Was Your Loved One Dead-Set On Cremation? What Are Your Visitation And Funeral Options?

If you come from a family with a long tradition of open-casket wakes, during which friends and loved ones can come to pay their respects to the deceased and his or her surviving family members, you may be dismayed to find out that a recently-deceased relative had strong feelings in favor of cremation. For those who have the responsibility of planning a funeral, you may feel torn between abiding by your relative's wishes and scheduling a wake and funeral that will provide the surviving family members and friends with as much closure as possible. Fortunately, many funeral homes are flexible enough to permit you to do both. Read on to learn more about some of your best options when it comes to planning a visitation and funeral for a relative whose last wishes included cremation. 

Can you have an open-casket viewing if the deceased wishes to be cremated? 

While you may assume open-casket visitations are available only for those who have opted to be embalmed and buried rather than cremated, this is no longer the case. Many funeral homes, recognizing that the cost of a headstone, burial vault, casket, and other burial-related expenses can bankrupt many families, have opted to make non-burial viewing a much simpler and more streamlined process than ever before.

One option you may have is to rent a casket from the funeral home (or an outside casket rental service, if the funeral home permits) for display purposes, then schedule the cremation to take place between the viewing and funeral. This won't require you to schedule or pay for an embalming but will still permit your relative's friends and family members to see the deceased one last time. (If you do opt for this choice, you'll want to schedule the viewing to take place shortly after death to avoid any unpleasant side effects normally prevented through embalming.)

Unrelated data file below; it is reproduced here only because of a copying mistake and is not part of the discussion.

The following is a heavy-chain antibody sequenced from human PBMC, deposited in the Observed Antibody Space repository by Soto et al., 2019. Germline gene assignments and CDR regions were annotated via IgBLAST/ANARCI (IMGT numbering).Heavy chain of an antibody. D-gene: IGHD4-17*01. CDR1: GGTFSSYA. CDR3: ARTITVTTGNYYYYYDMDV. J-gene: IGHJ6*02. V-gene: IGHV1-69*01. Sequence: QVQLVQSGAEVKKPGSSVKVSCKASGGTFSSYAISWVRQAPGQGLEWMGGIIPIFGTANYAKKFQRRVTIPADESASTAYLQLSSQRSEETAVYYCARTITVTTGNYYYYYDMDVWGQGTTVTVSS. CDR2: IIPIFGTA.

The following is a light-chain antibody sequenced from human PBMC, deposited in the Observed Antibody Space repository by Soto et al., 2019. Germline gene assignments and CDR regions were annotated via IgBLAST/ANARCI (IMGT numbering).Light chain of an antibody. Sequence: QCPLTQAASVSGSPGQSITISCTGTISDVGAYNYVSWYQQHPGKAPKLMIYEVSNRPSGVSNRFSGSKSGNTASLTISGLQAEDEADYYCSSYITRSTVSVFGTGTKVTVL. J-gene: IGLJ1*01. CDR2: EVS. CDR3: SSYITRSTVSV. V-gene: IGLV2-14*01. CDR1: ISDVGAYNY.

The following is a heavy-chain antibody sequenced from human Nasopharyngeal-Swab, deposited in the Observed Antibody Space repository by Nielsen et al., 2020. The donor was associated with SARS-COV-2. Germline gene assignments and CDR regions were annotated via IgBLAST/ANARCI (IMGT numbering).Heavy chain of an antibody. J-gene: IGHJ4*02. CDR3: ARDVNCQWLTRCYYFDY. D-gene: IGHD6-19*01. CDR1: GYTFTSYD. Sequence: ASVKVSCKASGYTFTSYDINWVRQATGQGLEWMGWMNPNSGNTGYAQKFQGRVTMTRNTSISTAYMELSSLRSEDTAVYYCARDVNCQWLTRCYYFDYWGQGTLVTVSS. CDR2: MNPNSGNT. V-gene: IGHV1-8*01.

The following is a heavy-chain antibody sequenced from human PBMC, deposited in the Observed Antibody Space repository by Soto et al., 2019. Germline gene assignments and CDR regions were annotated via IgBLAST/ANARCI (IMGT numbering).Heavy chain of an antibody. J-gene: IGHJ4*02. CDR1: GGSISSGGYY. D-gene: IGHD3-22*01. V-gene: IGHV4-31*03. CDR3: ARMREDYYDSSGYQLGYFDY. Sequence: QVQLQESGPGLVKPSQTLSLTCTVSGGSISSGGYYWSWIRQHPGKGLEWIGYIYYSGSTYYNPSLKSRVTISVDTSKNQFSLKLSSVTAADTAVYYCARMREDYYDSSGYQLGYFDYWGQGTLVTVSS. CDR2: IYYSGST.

Another option is to go through the embalming process and viewing as normal, then schedule the cremation. This can give you more flexibility when planning the funeral (ideal when dealing with far-flung family members) but shouldn't have any impact on the success or price of the cremation itself.

What else should you consider when planning your relative's visitation and funeral? 

Death can bring a variety of strong emotions, from sorrow to sometimes even relief—and grieving family members may react in unexpected and sometimes inappropriate ways. It can sometimes be beneficial to prepare yourself by having your relative's final wishes in writing (if possible) or have the backup of another family member if you anticipate much push-back from others on your choice to abide by your relative's wishes for cremation.

Contact your local funeral home to learn more about cremation services.